As you explore Dogtown and the story in this spy-thriller, there are some truly fantastic missions to play through. And as with any good spy-thrillers, expect plenty of twists and turns. One moment you could be shooting your way through an area, the next swimming through another, before sitting down for one of the most tense games of roulette you will have ever witnessed. Then it is back to shooting again, searching for clues, espionage, a little bit of dancing and just playing through generally some of the most memorable quests in Cyberpunk 2077 – and indeed open-world games for many years.
Such is the impressiveness of some of these moments within the quests, you are given braindances of specific moments afterwards for you to enjoy any time you like.
The top notch writing also extends to some of the side-quests as well. One inadvertently hilarious gig introduces you to the two most inept cops in Night City. They’ve somehow managed to become prisoners in their old police station, and it’s up to you to free them. Only, when you finally reach them, what you’ll uncover leads to a brilliant conclusion depending on how you approach that mission. I don’t want to spoil it, but you should definitely search this quest out in Dogtown.
Like many of the other gigs, they continue after the initial quest, and the writing is just as excellent as the main Phantom Liberty story.
Mr. Hands also has a ton of other work for you, and sometimes the narrative pushes you towards completing them in an attempt to elongate the Phantom Liberty playtime. A couple of times you are told to wait for Reed to call you whilst he comes up with the next stage of the plan, but I’d much rather be involved with these conversations than sat doing some generic car fetch quests. When you are having these conversations with Reed, Songbird and others, the writing and voice acting shines, more than the gameplay itself at times.
Then there are also repeatable missions such as claiming airdrops and procuring/stealing cars for El Capitan. These car missions are in a similar vein to finding the Delamain cars in the main game, only without the humorous AI for company. They can be a good introduction to the new vehicular combat with some good loot for completing, but there is little variation in between them.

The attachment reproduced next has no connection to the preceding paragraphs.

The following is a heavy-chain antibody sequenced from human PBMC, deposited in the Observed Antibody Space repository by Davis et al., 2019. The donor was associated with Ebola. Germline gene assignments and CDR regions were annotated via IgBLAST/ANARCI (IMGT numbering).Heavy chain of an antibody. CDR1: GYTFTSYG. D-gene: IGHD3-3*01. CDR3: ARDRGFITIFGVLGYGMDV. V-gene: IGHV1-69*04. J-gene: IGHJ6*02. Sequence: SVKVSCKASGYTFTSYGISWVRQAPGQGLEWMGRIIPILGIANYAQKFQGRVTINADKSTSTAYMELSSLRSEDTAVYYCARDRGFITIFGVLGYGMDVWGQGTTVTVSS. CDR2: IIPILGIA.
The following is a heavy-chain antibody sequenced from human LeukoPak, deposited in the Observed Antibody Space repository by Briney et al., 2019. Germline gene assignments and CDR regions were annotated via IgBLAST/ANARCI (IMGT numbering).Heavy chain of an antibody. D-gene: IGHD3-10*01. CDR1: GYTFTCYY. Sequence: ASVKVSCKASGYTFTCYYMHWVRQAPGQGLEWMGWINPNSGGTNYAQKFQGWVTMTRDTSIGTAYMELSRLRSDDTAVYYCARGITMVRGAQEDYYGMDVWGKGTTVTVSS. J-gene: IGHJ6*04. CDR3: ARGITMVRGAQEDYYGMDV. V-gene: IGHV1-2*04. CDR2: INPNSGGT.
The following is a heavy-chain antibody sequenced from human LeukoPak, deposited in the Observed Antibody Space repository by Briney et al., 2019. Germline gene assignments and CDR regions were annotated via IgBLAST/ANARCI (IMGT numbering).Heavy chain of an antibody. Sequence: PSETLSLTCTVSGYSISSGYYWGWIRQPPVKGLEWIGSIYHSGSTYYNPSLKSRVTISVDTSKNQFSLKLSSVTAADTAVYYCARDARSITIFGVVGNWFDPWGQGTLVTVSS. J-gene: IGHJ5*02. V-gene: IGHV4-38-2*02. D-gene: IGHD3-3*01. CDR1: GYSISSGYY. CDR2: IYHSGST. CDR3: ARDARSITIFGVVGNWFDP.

Phantom Liberty also brings with it update 2.0 for all players of Cyberpunk 2077. This includes revamped skill trees, cyberwares and – if we’re being honest – some things that should have been in there at launch; the likes of better policing and vehicular combat. It still isn’t perfect though; within five minutes of me starting Phantom Liberty I saw a woman seated in a car driving along, only the car wasn’t there and she was floating along the road. Just let it be known that Cyberpunk 2077 is still in a far better state than that infamous 1.0 release.
A word of warning though, to avoid something I did. Loading an existing save into Cyberpunk 2.0 will cause all your skills and cyberwares to be reset. The skill tree was easily rectified but will likely result in you losing some skills depending on what level you are; it now seems to lock off many traits until you reach a higher level. The cyberwares though, can only be re-added at a ripper doc, and it was a few hours into returning to Night City that I visited one. After that however, the game felt much fairer and I managed to survive most encounters.
Phantom Liberty for Cyberpunk 2077 takes the Mission: Impossible films and slams them right into Night City. But the earlier films mind you, not the ones where Tom Cruise throws himself off every building, ledge and vehicle you can imagine. What you are left with is a tonally perfect spy thriller with thrills, spills, double crosses, triple crosses and more espionage than there are dishonest people in Dogtown. The more action focussed moments can be tense, but the sit down and suss out your acquaintances in a battle of the vocabularies can be equally tight, if not more. Phantom Liberty shies away somewhat from the human enhancing element of Cyberpunk 2077, but it is no less of an expansion for doing so either.
Some legacy issues remain in Cyberpunk 2077: Phantom Liberty and Update 2.0, and I have had to load a previous save up on a couple of occasions due to various bugs. And the pacing for Phantom Liberty can be a bit questionable as you sit and twiddle your thumbs for the next story mission. But that’s primarily due to the writing and plot being of such a high standard. Cyberpunk 2077: Phantom Liberty grabs your attention instantly, and refuses to let go until the conclusion.